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This is a question I understand intuitively but am having trouble proving rigorously:

Let $f$ have a jump discontinuity at $x_0$. Show that if $x_1, x_2, . . .$ is any sequence of points in the domain of $f$ converging to $x_0$, with no $x_j$ equal to $x_0$, then the sequence $f(x_1), f(x_2), . . .$ has at most two limit-points.

Since there is a jump, there is going to be a limit point from the left and from the right. I am picturing a graph where there is a break in the line, so from the left $f(x)$ will approach say $a$, and from the right $f(x)$ will approach $b$. How can I prove that there cannot be greater than two limit points?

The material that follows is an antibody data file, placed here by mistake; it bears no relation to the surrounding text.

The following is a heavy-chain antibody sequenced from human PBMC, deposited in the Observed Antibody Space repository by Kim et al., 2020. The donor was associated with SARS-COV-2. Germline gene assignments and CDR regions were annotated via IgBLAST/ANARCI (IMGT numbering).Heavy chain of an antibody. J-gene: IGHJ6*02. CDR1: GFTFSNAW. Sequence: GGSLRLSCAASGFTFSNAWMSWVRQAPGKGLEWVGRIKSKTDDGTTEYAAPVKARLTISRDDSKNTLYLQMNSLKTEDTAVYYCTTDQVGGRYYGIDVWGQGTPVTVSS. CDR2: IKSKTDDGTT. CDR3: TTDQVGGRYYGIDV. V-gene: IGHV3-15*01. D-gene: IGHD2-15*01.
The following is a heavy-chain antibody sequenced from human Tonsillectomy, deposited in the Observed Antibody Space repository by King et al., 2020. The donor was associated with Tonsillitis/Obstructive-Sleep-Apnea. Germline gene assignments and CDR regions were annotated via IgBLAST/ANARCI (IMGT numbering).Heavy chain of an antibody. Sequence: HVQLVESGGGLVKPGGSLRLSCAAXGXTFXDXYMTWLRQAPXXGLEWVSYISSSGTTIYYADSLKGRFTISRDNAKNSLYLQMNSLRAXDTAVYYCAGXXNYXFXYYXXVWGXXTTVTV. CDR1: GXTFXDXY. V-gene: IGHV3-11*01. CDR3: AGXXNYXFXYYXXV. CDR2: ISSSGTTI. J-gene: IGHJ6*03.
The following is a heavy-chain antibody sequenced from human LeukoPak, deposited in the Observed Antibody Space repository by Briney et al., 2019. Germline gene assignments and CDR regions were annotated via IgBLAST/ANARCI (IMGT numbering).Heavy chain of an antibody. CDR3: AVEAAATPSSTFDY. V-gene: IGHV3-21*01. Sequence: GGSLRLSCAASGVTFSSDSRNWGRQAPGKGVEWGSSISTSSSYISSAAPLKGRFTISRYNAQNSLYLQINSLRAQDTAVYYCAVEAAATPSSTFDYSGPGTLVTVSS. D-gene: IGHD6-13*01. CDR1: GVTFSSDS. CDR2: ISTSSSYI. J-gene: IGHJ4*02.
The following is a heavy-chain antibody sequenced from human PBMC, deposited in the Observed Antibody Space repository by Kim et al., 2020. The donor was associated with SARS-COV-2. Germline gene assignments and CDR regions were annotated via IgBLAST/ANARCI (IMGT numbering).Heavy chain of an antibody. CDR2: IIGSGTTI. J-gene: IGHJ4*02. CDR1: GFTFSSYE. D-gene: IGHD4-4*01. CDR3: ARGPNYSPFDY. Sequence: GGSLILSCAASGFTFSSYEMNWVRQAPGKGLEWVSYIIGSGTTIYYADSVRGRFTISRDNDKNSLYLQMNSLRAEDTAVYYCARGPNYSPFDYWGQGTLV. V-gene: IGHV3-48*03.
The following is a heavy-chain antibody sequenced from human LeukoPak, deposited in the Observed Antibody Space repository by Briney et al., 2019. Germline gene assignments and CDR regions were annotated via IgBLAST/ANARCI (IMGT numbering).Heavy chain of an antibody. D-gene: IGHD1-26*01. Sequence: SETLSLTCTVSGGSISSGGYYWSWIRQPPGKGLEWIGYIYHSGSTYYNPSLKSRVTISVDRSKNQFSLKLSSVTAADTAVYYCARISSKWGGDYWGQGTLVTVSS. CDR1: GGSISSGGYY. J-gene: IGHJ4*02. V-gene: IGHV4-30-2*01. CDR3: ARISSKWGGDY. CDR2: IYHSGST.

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  • $\begingroup$ It depends on your definition of "limit point". The fact should be provable for any correct definition, but some definitions can make it easier than others. $\endgroup$ – David K Mar 1 '15 at 22:45
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Hint: Consider the indices $j$ such that $x_j<x_0$. Then split your sequence into those $x_j$ with $x_j<x_0$ and $x_j>x_0$. These two subsequences each converge to the different limit values of $f$ at $x_0$ and the union of the two subsequences gives the entire sequence.

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It all depends on how you define jump discontinuity. If it means the limit exists from the left and also from the right, then for any sequence converging to $x_0$ you will either get arbitrarily close from the right or left (or both) and then you are basically done.

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